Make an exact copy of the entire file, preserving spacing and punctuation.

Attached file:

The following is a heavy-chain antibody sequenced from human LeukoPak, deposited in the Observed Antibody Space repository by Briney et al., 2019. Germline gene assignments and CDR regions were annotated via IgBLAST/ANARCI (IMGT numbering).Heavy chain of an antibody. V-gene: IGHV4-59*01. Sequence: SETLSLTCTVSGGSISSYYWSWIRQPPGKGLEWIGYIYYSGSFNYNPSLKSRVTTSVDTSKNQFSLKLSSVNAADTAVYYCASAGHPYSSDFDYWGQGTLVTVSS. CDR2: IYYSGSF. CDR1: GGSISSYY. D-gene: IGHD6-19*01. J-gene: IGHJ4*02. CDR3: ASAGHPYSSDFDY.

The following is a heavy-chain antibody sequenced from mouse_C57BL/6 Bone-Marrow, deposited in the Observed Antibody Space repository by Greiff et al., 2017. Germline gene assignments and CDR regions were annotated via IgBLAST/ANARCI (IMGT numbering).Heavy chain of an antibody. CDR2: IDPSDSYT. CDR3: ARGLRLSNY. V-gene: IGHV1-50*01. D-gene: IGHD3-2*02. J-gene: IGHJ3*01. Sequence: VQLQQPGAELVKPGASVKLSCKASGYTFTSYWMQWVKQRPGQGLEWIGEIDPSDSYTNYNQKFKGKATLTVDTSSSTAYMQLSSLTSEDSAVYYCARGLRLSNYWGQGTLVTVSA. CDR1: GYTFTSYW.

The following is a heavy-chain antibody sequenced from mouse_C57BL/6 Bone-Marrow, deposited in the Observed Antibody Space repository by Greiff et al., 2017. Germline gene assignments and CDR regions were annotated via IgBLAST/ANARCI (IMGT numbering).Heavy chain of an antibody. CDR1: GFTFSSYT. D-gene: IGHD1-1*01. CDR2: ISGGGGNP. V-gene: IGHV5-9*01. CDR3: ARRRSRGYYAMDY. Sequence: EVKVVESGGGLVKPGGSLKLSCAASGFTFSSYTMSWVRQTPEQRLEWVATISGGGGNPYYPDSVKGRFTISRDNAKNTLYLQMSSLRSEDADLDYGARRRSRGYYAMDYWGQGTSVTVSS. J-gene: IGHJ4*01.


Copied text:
The following is a heavy-chain antibody sequenced from human LeukoPak, deposited in the Observed Antibody Space repository by Briney et al., 2019. Germline gene assignments and CDR regions were annotated via IgBLAST/ANARCI (IMGT numbering).Heavy chain of an antibody. V-gene: IGHV4-59*01. Sequence: SETLSLTCTVSGGSISSYYWSWIRQPPGKGLEWIGYIYYSGSFNYNPSLKSRVTTSVDTSKNQFSLKLSSVNAADTAVYYCASAGHPYSSDFDYWGQGTLVTVSS. CDR2: IYYSGSF. CDR1: GGSISSYY. D-gene: IGHD6-19*01. J-gene: IGHJ4*02. CDR3: ASAGHPYSSDFDY.

The following is a heavy-chain antibody sequenced from mouse_C57BL/6 Bone-Marrow, deposited in the Observed Antibody Space repository by Greiff et al., 2017. Germline gene assignments and CDR regions were annotated via IgBLAST/ANARCI (IMGT numbering).Heavy chain of an antibody. CDR2: IDPSDSYT. CDR3: ARGLRLSNY. V-gene: IGHV1-50*01. D-gene: IGHD3-2*02. J-gene: IGHJ3*01. Sequence: VQLQQPGAELVKPGASVKLSCKASGYTFTSYWMQWVKQRPGQGLEWIGEIDPSDSYTNYNQKFKGKATLTVDTSSSTAYMQLSSLTSEDSAVYYCARGLRLSNYWGQGTLVTVSA. CDR1: GYTFTSYW.

The following is a heavy-chain antibody sequenced from mouse_C57BL/6 Bone-Marrow, deposited in the Observed Antibody Space repository by Greiff et al., 2017. Germline gene assignments and CDR regions were annotated via IgBLAST/ANARCI (IMGT numbering).Heavy chain of an antibody. CDR1: GFTFSSYT. D-gene: IGHD1-1*01. CDR2: ISGGGGNP. V-gene: IGHV5-9*01. CDR3: ARRRSRGYYAMDY. Sequence: EVKVVESGGGLVKPGGSLKLSCAASGFTFSSYTMSWVRQTPEQRLEWVATISGGGGNPYYPDSVKGRFTISRDNAKNTLYLQMSSLRSEDADLDYGARRRSRGYYAMDYWGQGTSVTVSS. J-gene: IGHJ4*01.